"There are only three, or possibly four, metalloenzymes known which are dependent upon molybdenum, and all of them are molybdoflavoproteins. Two are mammalian O2 oxidoreductases, found where molybdenum occurs in liver and kidney: xanthine oxidase, which catalyzes the oxidation of hypoxanthine to xanthine and xanthine to uric acid, as well as some other purines, pterins and aldehydest, and aldehyde oxidase, which catalyzes the oxidation of aldehydes to acids, as well as quinoline and pyridine derivatives. Both contain four atoms of iron, one atom of molybdenum and one mole of flavin adenine dinucleotide per mole of enzyme."

"Because most aldehydes are vasodilators, aldehyde oxidase is essential for circulatory homeostasis, and because hypoxanthine is nephrotoxic, xanthine oxidase is essential for the integrity of the kidney. In cattle, xanthine calculi occur where molybdenum is deficient [14]. Therefore, molybdenum has only a few specialized functions in the human body, insofar as is known. In experimental animals, levels of tissue xanthine oxidase were in direct proportion to the intake of molybdenum [14]."

"Molybdenum is apparently distributed throughout the liver cell, with little accumulation in nuclear DNA, unlike copper, which is concentrated in mitochondria, and zinc, concentrated in nuclei and in DNA. In view of its association with purines, one might expect it to be chelated by nucleic acids, and it is obviously linked to flavin.
Dietary copper and sulfate are antagonistic to molybdenum in sheep and cattle, and molybdenum in excess produces deficiency of copper [14]."

"Copper exerts its antagonistic effect on molybdenum only in the presence of adequate dietary sulfate [24]."

"Inhibition of molybdenum toxicity by sulfate could be explained by mass displacement of molybdate by sulfate, both being hexavalent and both belonging to the same periodic group. There is no other hexavalent ion in the body present in sufficient quantities to displace molybdate."

"The relationship of sulfate intake to molybdenum content of liver and total body of sheep is illustrated by the work of **** quoted by Underwood [14]. When the ratio of the intakes of molybdenum to sulfate was altered from the normal of 1: 3000 to 1: 21,000, molybdenum content of liver was decreased to 30.3 per cent of the initial value, and of the whole body to 18.2 per cent. When the ratio was altered from a high intake of molybdenum of 1: 47 to 1: 300, liver content declined to 33.3 per cent and whole body to 9.4 per cent. By increasing sulfate intake seven times, tissue molybdenum was depressed by factors of 5.5 and 10.6."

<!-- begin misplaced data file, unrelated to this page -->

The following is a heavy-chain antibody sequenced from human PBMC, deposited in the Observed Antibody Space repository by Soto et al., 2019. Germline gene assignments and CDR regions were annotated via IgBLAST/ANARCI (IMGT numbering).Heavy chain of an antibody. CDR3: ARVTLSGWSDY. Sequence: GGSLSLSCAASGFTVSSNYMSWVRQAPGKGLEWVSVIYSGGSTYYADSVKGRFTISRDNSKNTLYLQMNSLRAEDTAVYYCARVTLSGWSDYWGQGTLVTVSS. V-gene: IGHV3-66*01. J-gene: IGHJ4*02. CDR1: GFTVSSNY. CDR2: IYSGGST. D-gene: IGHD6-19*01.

"Soluble hexavalent molybdenum compounds are readily absorbed from the gastrointestinal tract into liver. Molybdenum is found in blood, especially in red cells, and is excreted mainly in the urine, but to some extent in bile, thus producing an hepato-intestinal cycle, which also occurs in manganese metabolism. Excretion is rapid and efficient, but little is known of mechanisms for renal retention in the presence of deficiencies. It is excreted largely unconjugated as molybdate. Apparently there is no mechanism for rejection of hexavalent molybdenum in the gastrointestinal tract, but the liver probably acts as a barrier to adsorption of slight excesses, excreting them in bile."

"Under usual conditions the minimal requirements of mammals for molybdenum are very small. The rat needs more than 0.5 microg/day [2]; at 300 g body weight, this amount would compare with 120 microg/day for a 70 kg man. Thus, it is possible that diets composed largely of refined foods may provide marginal intakes of molybdenum."

"Molybdenum has a low order of toxicity [26]."
"A disease named “teart” occurs in cattle feeding on grass grown in pastures where the soil is high in molybdenum [14]. It is characterized by diarrhea, anemia, poor coats and poor condition. When pasture grass contained 20-100 ppm molybdenum, dry weight, this disease was likely to occur; normal grass contains 3-5 ppm. Presumably alfalfa and clover are the accumulator plants.
This disorder can be treated by excess copper in the diet, or by increasing dietary sulfate. Adequate copper apparently prevents accumulation of molybdenum in liver, in the presence of adequate sulfate, and antagonizes absorption of large amounts from food. Removal of affected animals from such pastures results in rapid recovery as molybdenum is readily excreted in the urine."

"Renal calculi are not uncommon in cattle feeding on molybdenum-deficient pastures." "The relation of marginal intakes of molybdenum to renal xanthine calculi is not known, but presumably such intakes could decrease the body’s xanthine oxidase, especially if the copper intake were elevated from corrosion of copper pipes by soft, acid water [47]."

"Because molybdenum is so intimately concerned with xanthine oxidase, which itself is concerned with the formation of uric acid from hypoxanthine and xanthine as end points of purine metabolism, it is possible that in some way hyperuricemia may be affected by excesses or deficiencies in the diet. Gout represents an inborn error of purine metabolism [43], and theoretically there is adequate xanthine oxidase; deficiency of molybdenum could be expected to reduce the formation of uric acid."